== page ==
Board any city bus in Portugal’s second-largest municipality, Porto, and you’ve got free Wi-Fi. More than 600 city buses and taxis have been fitted with wireless routers, creating what’s touted as the biggest Wi-Fi-in-motion network in the world.
The service not only provides commuters with free Internet connections but it also helps collect data that makes the municipality run more efficiently.
The tech startup behind this new service is called Veniam, based in Porto and Mountain View, Calif. It calls its project the “Internet of Moving Things.”
Porto is the first test market, but the company hopes to expand to several U.S. cities later this year.
Veniam’s founders took NPR on a bus tour of downtown Porto to demonstrate how the Wi-Fi service works.
“Our equipment’s up behind that panel in the front,” above the driver’s head, says Roy Russell, Veniam’s chief technology officer.
Russell and his wife Robin Chase founded the car-sharing company Zipcar in Boston 15 years ago. Now, the both of them have joined Veniam.
The test of a robust Wi-Fi connection is if you can keep a Skype call up and running, with video, while moving around. So that’s what we try — while careening through different neighborhoods of Porto.
Over Skype, we reach André Cardote, Veniam’s engineering manager. From his office, he’s able to track our bus in real time, watching its Wi-Fi router connect to RSUs — roadside units — or fiber access points scattered across the city, through which it connects to the Internet.
“We’re on bus No. 1103, can you tell what’s happening?” Russell asks Cardote over Skype.
“You are now connected to the RSU in the municipality building … [then] to one of the RSUs on top of the rectory building,” Cardote replies, as he watches the bus move across the city.
The fiber access point through which the Wi-Fi connects changes, but the Skype call never drops. The fiber network is owned by the city — put in place about 10 years ago to allow public health centers to communicate digitally.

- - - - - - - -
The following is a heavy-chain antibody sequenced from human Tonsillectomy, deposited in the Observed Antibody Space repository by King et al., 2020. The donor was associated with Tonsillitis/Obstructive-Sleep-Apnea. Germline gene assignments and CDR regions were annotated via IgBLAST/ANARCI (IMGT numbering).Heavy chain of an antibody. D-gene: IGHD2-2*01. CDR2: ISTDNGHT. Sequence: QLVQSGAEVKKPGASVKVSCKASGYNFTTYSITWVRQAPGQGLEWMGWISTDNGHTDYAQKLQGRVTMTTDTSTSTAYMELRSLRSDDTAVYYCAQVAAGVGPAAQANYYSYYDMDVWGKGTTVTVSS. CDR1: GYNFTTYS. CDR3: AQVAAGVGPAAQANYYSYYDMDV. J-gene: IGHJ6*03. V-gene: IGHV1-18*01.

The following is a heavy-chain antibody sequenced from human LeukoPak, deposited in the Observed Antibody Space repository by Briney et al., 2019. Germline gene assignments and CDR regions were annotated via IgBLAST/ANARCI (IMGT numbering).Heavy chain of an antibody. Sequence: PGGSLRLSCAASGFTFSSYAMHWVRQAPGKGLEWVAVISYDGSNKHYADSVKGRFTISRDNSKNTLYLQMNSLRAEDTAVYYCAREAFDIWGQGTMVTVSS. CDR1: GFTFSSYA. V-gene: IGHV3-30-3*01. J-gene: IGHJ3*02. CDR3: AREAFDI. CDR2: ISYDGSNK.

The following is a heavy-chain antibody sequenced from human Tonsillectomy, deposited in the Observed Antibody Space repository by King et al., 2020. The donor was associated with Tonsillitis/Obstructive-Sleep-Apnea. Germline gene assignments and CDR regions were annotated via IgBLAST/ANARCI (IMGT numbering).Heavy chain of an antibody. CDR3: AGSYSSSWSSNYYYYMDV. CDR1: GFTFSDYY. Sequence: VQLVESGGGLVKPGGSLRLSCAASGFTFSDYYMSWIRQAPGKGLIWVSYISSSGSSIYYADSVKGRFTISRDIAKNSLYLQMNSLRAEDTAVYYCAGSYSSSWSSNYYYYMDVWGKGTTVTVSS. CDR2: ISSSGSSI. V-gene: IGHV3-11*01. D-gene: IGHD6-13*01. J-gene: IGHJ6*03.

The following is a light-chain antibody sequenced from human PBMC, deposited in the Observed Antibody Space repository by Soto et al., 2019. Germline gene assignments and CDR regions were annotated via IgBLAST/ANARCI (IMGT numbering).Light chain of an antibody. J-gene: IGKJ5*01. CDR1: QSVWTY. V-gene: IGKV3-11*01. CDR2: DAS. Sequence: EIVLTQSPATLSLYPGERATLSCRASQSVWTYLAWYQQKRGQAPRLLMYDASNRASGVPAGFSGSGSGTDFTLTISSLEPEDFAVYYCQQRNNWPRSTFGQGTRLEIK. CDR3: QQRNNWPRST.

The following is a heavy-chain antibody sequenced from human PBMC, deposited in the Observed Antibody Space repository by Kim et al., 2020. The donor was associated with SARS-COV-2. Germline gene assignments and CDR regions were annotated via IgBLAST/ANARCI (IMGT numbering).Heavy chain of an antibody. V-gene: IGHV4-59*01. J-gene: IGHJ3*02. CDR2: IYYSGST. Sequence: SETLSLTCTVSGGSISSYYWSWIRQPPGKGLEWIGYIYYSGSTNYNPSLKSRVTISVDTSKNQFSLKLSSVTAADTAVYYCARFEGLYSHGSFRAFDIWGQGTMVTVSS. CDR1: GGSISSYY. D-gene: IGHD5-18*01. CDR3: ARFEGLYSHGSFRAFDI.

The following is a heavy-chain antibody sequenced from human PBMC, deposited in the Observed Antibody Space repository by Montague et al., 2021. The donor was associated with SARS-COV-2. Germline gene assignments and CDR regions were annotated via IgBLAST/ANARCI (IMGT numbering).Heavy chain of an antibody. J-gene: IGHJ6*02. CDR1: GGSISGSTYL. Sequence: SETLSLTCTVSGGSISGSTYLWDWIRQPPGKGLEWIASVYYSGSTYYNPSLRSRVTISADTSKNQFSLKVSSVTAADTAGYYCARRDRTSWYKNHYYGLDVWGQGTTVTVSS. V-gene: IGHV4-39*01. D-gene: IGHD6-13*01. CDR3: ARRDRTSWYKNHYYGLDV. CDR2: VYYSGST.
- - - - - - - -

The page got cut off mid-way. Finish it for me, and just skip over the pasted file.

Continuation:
Hopping off the bus, Russell points out the access points on a typical city street.
“They’re generally fixed to a pole — a tiny box and an antenna — atop a lamppost or traffic light,” he explains. “There’s an amazing amount of little sensors and things all over the place that you don’t know about.”
The concept here is to offload data traffic from 3G and 4G cell networks and use this public Wi-Fi instead. That’s a shift that could hurt telecom carriers in the long term.
In Porto, free Wi-Fi has become a public utility, rather than a commercial commodity.
Veniam sells the city Wi-Fi routers, and a monthly subscription. Citizens get free Wi-Fi, without having to drain their mobile data plans. In return, the city gets a host of data collected by the Wi-Fi routers from a network of sensors planted around town.
“Environmental sensors, noise sensors. … In the end, what this project has given to the city is a lot of data,” says Filipe Araújo, Porto’s city councilor for innovation and environment. “We can understand where the city can save money, to invest in other projects. Waste management has the key role here.”
For instance, sensors attached to garbage dumpsters tell the network when the dumpsters are full. The city saves money since it doesn’t waste fuel on trips to half-full containers. It can also see which buses are stuck in traffic and reroute them, or change traffic lights in real time.
Veniam CEO João Barros says future “smart cities” will rely on this type of Wi-Fi data exchange.
“If you think about it, the cost of sending data through a cellular network is very, very high — about 20 times higher than sending the data through Wi-Fi,” Barros says. “So by connecting vehicles to the Wi-Fi infrastructure, we’re actually lowering the cost of sending data to the cloud — and also providing Internet access to people on the move, for example on public transit.”
Many cities already have such underused fiber networks, which could be repurposed to host public Wi-Fi and receive data from sensors, he says.
“There’s no such thing as too much bandwidth. You give people more bandwidth, and they will use it,” Barros says. “So the future will be heterogeneous networks — some that operate statically using the Internet, others while you are moving. We are going to find ways for all these different networks to be able to operate together.”
Veniam’s prototype in Porto was funded by the European Union, Portuguese regional authorities, and private investors. It debuted last year, and more than 70 percent of local smartphone owners in Porto are already using it.
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